Little boat stirs up a fuss among Margate condo neighbors

Article Courtesy of The Sun Sentinel

By Joe Kollin

Published June 14, 2008


MARGATE - John J. Madden, 84, likes to spend an hour or two after lunch sitting in a chair on the grass along the lake behind his condo, playing with his two 22-inch-long remote-controlled powerboats.

It would be an enjoyable pastime for the retired Boston police officer except the condo association has rules that say you can't use motorboats in the lake and you can't sit on a chair on the grass. It's a noise and safety issue, they say.


Eighteen unit owners in March signed a petition to the board complaining about the noise from the boats. They called city code enforcement as well.

"I can't sit on my patio and read the paper on Sunday and not hear the boat," said Doreen Zappala, a former president of the board of the 468-unit Coral Gate Condominium complex.
She also insists the rules can't be selectively enforced.

"Mr. Madden is a nice man, but if he falls and hits his head on a rock and kills himself, is the condo liable if the family says we should have done something to stop it?" she asks.



However, Norman Zimmer, 78, a current board member, said the association should leave Madden alone. The rules mean real motorboats, not toy boats, and Madden isn't disturbing anyone by sitting on a chair on the grass, he said.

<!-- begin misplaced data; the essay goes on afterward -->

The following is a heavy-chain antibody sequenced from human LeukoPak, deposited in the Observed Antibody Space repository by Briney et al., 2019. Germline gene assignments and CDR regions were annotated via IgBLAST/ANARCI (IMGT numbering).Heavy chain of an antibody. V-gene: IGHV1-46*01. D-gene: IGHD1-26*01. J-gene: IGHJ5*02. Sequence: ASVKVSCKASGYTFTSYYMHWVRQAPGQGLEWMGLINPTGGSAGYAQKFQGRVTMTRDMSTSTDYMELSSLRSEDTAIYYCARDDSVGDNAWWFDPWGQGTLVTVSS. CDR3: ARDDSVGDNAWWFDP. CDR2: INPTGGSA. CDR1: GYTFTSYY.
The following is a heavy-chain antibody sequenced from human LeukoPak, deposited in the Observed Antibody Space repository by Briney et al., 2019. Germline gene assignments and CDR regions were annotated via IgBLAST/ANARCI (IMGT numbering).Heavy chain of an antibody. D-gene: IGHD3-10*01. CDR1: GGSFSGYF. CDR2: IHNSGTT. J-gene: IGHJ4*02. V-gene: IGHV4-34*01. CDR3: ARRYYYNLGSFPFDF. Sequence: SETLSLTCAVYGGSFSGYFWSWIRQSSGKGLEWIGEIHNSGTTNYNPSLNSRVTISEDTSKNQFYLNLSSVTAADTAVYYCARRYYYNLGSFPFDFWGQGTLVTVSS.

"I think it's wonderful. It gives the man something to do, it doesn't hurt anybody," he said.

Madden, a great-grandfather who comes from a family of mariners, is a longtime boat owner and is still a member of the Dorchester Yacht Club in Boston. His last real boat, he boasts, was a 32-footer.

"I can't afford a big one anymore, so I got these as a hobby," he said of the toy boats, which cost $300 each.

After Zappala's petition drive, the association attorney sent Madden a letter demanding he comply with the rules. But nothing further was done.

So residents complained to Margate Code Compliance about the noise. Officer Dan Topp responded but said he didn't find a problem.

Madden made an appointment for Topp to check the sound level of the boats. If the noise exceeded the legal limit, he promised to quit using the boats.

At noon Friday, Madden prepared his boats. Topp and Code Officer Jackie King set up a decibel meter 50 feet from the edge of the lake.

Sitting on a chair on the grass along the lake's edge, Madden revved the engine on one boat for a split-second. Topp got a tentative reading of 77.7 decibels. The daytime maximum for the area is 60 decibels.

But because the sound was so brief, the reading was inconclusive, Topp said.

The boat then conked out and Madden couldn't restart it.

The code officers packed up and left. Madden said he will take the boat to a hobby shop for repair. If the cost of repairs is more than he can afford, he will toss the one noisy boat and stick to the quieter, battery-powered boat, if the association determines that battery power is legal on the lake.

Even if the repair cost is reasonable, however, he'll have to think twice. He promised to scrap the motorboat if the decibel level is too high.

That won't be easy because he loves the toys.

"When they're working, I'm on top of the world, I'm an 84-year-old kid," he said.